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Sports Performance Bulletin
From the desk of Jonathan Pye, Sports Injury Bulletin Editor

A free gift for all injury therapists

The mistakes some practitioners make when treating young athletes (and how you can avoid them)

Read on now to find out more about this important new research report...

Dear Professional,
Young athletes are not miniature adults.
We can’t treat their aches and pains like we would a fully grown athlete.
Why? Because a child’s bones, ligaments, muscles and tendons are still growing and taking shape...
And what causes an injury in a young athlete is not necessarily the same as what causes one in an adult.
I want to help remedy this, by offering you some of the best and latest research on injuries in young athletes available today.
Knowledge that could transform your practice, and help make you one of the most trusted therapists in your community...
Chances are you see young, enthusiastic athletes in your clinic from time to time, and naturally you care about delivering a high-quality service to them.
You don’t want a promising athlete to end up with long-term problems, and fail to realise their true potential in their chosen sport.
That means having the knowledge to give the correct diagnosis and provide the right solutions.
Anxious parents and concerned coaches will continue to come to you, wanting to know why their child is hurt, and how you can help them.
So it’s vital that you know what the differences are...
Which aches and pains you can dismiss as knocks or ‘growing pains’, and which ones need your professional intervention.
This is precisely why I want to give you a free copy of my new research report – How to Spot Sports Injuries in Young Athletes.
It contains the very latest insights and practical advice you need to provide the most effective injury solutions, regardless of your chosen discipline.
In this new report, you’ll find expert contributors including professional coaches, chartered physiotherapists and a consultant paediatric orthopaedic surgeon, based at Great Ormond Street Children’s Hospital and the Royal National Orthopaedic Hospital.
Once you’ve read this report, you’ll be better prepared to:
  Recognise the warning signs of childhood injuries
  Advise coaches on when a young athlete can/can’t train
  Deliver effective injury prevention and treatment strategies
By keeping on top of the latest research on youth sports injuries, you’ll deliver an even better quality service and ensure your clients recommend you to others.
This could just be the most important thing you read all year...

One report... four expert advisors... trusted injury solutions

With How to Spot Sports Injuries in Young Athletes, you'll have instant access to information that is usually the reserve of specialist clinics and expert medical panels.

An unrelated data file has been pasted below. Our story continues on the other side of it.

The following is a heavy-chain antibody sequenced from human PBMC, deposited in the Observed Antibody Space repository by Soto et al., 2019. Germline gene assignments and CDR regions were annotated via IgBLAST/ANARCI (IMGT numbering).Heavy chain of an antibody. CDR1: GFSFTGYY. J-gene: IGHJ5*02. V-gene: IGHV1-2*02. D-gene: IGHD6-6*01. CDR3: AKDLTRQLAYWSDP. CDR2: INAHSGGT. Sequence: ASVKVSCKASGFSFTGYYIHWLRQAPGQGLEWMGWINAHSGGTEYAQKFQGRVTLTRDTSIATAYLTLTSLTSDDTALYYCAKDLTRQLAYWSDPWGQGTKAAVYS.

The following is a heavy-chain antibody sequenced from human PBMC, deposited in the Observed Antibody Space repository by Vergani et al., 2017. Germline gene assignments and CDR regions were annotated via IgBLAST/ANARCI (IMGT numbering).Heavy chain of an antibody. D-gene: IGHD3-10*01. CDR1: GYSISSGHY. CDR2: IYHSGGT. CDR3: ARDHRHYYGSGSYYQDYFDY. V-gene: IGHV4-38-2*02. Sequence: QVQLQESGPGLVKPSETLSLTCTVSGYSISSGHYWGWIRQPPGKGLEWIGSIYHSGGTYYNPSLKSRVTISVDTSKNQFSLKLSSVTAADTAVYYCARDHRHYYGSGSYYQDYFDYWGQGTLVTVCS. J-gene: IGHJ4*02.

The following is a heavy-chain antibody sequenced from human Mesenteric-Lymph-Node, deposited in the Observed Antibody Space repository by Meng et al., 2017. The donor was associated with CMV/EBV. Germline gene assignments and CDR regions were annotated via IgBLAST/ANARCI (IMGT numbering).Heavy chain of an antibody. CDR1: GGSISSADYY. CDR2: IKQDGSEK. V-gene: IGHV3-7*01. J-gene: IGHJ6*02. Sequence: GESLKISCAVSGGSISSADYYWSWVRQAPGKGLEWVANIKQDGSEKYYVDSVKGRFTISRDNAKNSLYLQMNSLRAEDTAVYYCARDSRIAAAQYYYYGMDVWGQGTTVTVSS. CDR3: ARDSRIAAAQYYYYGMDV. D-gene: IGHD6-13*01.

To find this level of advice and knowledge on your own would not only be costly, but incredibly time-consuming (not ideal when you have rehab sessions to plan and clients to see!).
My new report makes it easy. All the hard work has been done for you, so that the most important information is right at your fingertips.
Best of all, I’m offering it to you free.
My contributors are all practising specialists, and are renowned in the sports injury field. Let me introduce you to them now:
Sean Fyfe is the strength and conditioning coach and assistant tennis coach for the Tennis Australia National High Performance Academy based in Brisbane. He also operates his own sports physiotherapy clinic.
Deborah Eastwood MB FRCS is a consultant paediatric orthopaedic surgeon, based at the Hospital for Sick Children, Gt Ormond St, London and the Royal National Orthopaedic Hospital. Her special interest is in working with disabled children in sports and non-sporting contexts.
Rosemary Keer MSc MCSP MACP is a chartered physiotherapist with a clinical and research interest in the management of the hypermobile patient. She is editor (with Rodney Grahame) of Hypermobility Syndrome – Recognition and Management for Physiotherapists, pub: Butterworth-Heinemann 2003.
Mark Palmer is a New Zealand-trained physiotherapist who has been working in English football for the past five years. He has spent the past three seasons as head physiotherapist at Sheffield Wednesday FC.
Their collective expertise will broaden your knowledge base and advise you on key areas of treating young athletes such as:
 Supporting children with loose joints
  Childhood diagnoses in young athletes
  Young backs and pars fractures
  Long-term athlete development
  And much more...
It’s a report that no caring professional can afford to miss.
Especially if you’re treating a young athlete right now, or in the near future...
Your free report could help you spot a problem that might have otherwise been overlooked.

Provide the right treatment at the right time - and help young athletes recover faster

By now, I'm sure you want to know more about the insights and knowledge revealed in my new report, and how it's going to help advance your treatment of young athletes.
So here's a little preview of what you'll learn...